It wasn't until a journey back to a Taliban-controlled Afghanistan that I finally had the opportunity to visit Pakistan.
As Kabul fell on August 17th, 2021, I left Afghanistan with a heavy heart on an evacuation flight arranged by the Indian government. I approached my seat on the C-17 military plane and took one last look at the mayhem I was leaving behind, vowing one day to return. Thus began a five-month-long harrowing process to re-enter Afghanistan, culminating in a road trip from Delhi to Kabul via Pakistan.
For many Indians, Pakistan is an elusive country with its doors tightly shut. I have always looked across the wired fencing along the border and tried to imagine the other side. It was a dream of mine to see Pakistan and experience the hospitality that so many have gushed about.
The first time I made an attempt to go to Pakistan was in December 2019. Armed with all the documents required for a non-related Indian to visit, I entered the embassy with hopes of getting a visa. After trying to convince the visa officer for more than 40 minutes, he squarely told me that there is nothing he can do for me unless I secured a No Objection Certificate (NOC) from Pakistan’s Interior Ministry. If there is one thing I have learned from bureaucracy in India, it is never easy to get such documents, especially if you’re an Indian trying to enter Pakistan without a “solid reason.” It goes without saying, curiosity doesn’t count as a solid reason.
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I began to push my host in Lahore, Pakistan, near India’s northwest border, to get me the NOC so that I could again apply for the visa. But the world came to a standstill with the COVID lockdown, suspending my efforts. Due to frosty diplomatic relations, the Indo-Pak border was closed until further notice. I started losing hope and dropped Pakistan off my travel bucket list. As the world started opening again in 2021, I instead shifted my focus to Afghanistan.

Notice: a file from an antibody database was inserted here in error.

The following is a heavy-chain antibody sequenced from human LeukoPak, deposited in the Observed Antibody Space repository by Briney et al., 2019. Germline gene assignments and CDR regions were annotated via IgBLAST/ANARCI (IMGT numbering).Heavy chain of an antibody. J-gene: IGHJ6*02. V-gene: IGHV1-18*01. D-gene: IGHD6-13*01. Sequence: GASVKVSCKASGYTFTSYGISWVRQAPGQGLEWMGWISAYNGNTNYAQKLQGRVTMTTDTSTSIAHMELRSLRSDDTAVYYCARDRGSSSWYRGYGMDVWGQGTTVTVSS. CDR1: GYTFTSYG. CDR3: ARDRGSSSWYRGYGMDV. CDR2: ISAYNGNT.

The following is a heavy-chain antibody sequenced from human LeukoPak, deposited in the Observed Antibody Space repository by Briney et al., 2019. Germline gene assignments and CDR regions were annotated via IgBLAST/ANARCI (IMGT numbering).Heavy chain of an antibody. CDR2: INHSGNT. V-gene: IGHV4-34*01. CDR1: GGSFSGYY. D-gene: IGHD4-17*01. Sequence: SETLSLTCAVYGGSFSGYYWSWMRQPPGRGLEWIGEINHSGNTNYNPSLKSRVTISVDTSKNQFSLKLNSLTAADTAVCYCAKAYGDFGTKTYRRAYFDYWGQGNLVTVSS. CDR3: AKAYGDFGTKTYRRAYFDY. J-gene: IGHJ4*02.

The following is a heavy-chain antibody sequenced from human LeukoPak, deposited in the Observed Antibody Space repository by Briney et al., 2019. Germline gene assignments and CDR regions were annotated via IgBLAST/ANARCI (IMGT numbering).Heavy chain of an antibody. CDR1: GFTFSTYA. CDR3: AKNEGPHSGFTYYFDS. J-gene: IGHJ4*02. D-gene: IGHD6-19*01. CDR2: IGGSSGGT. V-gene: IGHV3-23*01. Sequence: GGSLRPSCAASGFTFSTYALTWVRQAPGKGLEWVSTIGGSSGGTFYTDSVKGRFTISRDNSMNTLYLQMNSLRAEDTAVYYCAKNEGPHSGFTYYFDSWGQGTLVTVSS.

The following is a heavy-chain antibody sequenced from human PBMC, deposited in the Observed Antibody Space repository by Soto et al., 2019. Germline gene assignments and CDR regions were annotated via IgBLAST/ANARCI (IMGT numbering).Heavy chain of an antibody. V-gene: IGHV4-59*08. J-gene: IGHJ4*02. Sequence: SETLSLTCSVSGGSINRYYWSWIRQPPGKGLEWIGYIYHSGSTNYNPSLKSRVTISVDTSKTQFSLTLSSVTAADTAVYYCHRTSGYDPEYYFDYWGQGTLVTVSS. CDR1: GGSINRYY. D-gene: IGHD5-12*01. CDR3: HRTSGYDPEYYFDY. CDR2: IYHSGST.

A Journey Back to Afghanistan
India and the Islamic Republic of Afghanistan share a diplomatic friendship, which means that a visa is not only easy but free. I arrived in Afghanistan on March 25th, 2021, amid raging conflict and a riot of spring colors. The growing security situation meant that I could only travel to a few places without being in the crosshairs of the warring Afghan National Army and the Taliban. I spent close to three months in the country, reporting actively on the war that was unfolding at a manic pace. The Taliban was making serious territorial gains, which lead to the democracy’s collapse on August 15th and my frantic evacuation.
After I got home, I worked feverishly for a month on coordinating evacuations, meeting tight deadlines, giving interviews, and working 25 hours a day. I was still traumatized from what I saw in Afghanistan and still reeling from vilification at home for speaking out against the Indian government’s lack of planning for the safe evacuation of its citizens. I was distressed, overworked, and anxious, but my heart and mind were still in Afghanistan, so I started planning my return trip.